Alex Ross in The New Yorker:
There may be no scarcer commodity in modern Hollywood than a distinctive and original film score. Most soundtracks lean so heavily on a few preprocessed musical devices—those synthetic swells of strings and cymbals, urging us to swoon in tandem with the cheerleader in love—that when a composer adopts a more personal language the effect is revelatory: an entire dimension of the film experience is liberated from cliché. So it is with Paul Thomas Anderson’s movie “There Will Be Blood,” which has an unearthly, beautiful score by the young English composer Jonny Greenwood. The early scenes show, in painstaking detail, a maverick oilman assembling a network of wells at the turn of the last century. Filmgoers who find themselves falling into a claustrophobic trance during these sequences may be inclined to credit the director, who, indeed, has forged some indelible images. But, as Orson Welles once said of Bernard Herrmann’s contribution to “Citizen Kane,” the music does fifty per cent of the work.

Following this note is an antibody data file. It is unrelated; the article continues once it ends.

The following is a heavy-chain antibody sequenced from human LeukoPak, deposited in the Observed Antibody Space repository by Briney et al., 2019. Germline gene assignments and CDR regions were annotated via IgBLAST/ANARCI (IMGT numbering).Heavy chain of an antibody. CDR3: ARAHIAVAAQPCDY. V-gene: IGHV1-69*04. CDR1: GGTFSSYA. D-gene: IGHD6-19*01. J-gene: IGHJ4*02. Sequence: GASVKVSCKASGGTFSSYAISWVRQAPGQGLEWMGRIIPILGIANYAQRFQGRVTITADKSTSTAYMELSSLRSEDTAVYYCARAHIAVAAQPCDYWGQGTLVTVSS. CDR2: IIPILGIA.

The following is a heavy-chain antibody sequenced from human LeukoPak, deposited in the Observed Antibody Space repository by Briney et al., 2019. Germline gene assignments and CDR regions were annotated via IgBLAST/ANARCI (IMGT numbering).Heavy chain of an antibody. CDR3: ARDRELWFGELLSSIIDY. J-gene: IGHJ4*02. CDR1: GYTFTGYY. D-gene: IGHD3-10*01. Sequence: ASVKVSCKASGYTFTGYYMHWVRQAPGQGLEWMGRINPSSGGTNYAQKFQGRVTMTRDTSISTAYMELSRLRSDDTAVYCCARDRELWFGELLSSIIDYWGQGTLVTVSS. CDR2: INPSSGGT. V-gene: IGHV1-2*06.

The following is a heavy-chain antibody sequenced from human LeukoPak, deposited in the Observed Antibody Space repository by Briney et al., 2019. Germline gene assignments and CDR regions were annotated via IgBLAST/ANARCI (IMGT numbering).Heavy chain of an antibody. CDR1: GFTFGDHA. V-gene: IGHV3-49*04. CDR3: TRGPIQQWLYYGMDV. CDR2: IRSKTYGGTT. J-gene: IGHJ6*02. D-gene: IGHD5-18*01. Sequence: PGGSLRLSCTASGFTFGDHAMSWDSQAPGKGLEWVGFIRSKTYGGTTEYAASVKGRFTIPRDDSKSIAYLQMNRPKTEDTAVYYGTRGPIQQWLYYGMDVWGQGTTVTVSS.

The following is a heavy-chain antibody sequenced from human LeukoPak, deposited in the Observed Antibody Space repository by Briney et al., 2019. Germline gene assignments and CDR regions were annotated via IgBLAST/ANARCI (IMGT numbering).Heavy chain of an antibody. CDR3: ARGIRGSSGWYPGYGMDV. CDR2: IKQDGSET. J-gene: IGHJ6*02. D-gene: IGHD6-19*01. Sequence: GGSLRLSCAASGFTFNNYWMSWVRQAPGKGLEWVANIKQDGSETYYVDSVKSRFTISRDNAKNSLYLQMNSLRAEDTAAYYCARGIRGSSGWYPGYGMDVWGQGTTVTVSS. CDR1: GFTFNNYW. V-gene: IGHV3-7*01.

More here. [Thanks to Asad Raza.]